The CIAA is set to launch a common nutrition labelling scheme recommended for use by the food and drink industries across the EU tomorrow.
The association, which represents the European food and drink industry, will announce the scheme to the European Platform for Action on Diet, Physical Activity and Health in Brussels.
"This labelling recommendation comes as a result of our commitments to the EU Platform to look at how to improve food labels in Europe," said Jean Martin, CIAA president.
It takes into account comments and suggestions from stakeholders such as consumer groups, to better communicate nutrient information to busy shoppers."
The initiative underlines Europe's increasing focus on obesity, and how both industry and regulators are attempting to address the issue.
"A comprehensive strategy is needed to stem the rise in obesity in Europe, combining legislative and non-legislative initiatives," said health and consumer protection commissioner Markos Kyprianou recently.
"In parallel to the consultation launched by our Green Paper on Nutrition, our proposal on health claims and a review of food labelling legislation, the Commission is working with a wide range of players across the public, private and non-governmental sectors."
The CIAA recommendation, which includes front-of-pack and back-of-pack nutrition labelling, is based on a uniform list of nutrients, nutrition information per serving and the introduction of Guideline Daily Amounts (GDAs).
The GDA recommendations used in the CIAA nutrition labelling scheme are based on the nutritional needs of an average adult, as derived from international, EU and government guidelines. GDAs, says the CIAA, represent a science-based and non-discriminatory system for providing easy-to-use guidance to consumers.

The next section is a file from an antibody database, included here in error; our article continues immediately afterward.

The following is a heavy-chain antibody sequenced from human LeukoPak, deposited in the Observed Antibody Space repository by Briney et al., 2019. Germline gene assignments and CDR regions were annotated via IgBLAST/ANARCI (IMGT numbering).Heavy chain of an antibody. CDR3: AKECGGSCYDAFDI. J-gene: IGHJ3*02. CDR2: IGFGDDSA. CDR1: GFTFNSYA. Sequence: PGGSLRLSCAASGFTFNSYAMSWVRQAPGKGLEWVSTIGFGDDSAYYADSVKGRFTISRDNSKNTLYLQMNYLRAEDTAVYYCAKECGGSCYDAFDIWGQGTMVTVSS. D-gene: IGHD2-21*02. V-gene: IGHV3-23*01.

In addition, the association claims that a key element of the system is the consistency of the nutrition information that will be provided to consumers across Europe, on the basis of a common framework that will enable them to easily understand the nutritional content of food and drink products.
"Even though this is a voluntary recommendation we hope and expect a critical mass of companies to work rapidly towards adoption of the principles behind this system," said Martin.
"Achieving healthier lifestyles will require more than food labelling changes, notably efforts by other stakeholders to promote increased physical activity and broadly-based consumer education. However, with this initiative CIAA is making a substantial contribution to helping people make better informed dietary choices.
The EU Platform for Action on Diet, Physical Activity and Health, which was launched in March 2005, brings together 34 key players from the food industry and civil society to boost voluntary initiatives across the EU.
The Platform has now released summaries of its 2005 baseline and 2006 commitments for action. These represent a first set of 96 pledges its members have made to tackle obesity across the EU, including information campaigns to promote healthy lifestyles, reducing amounts of sugar and salt in food, improving nutritional information on packages and pledging not to market directly to children.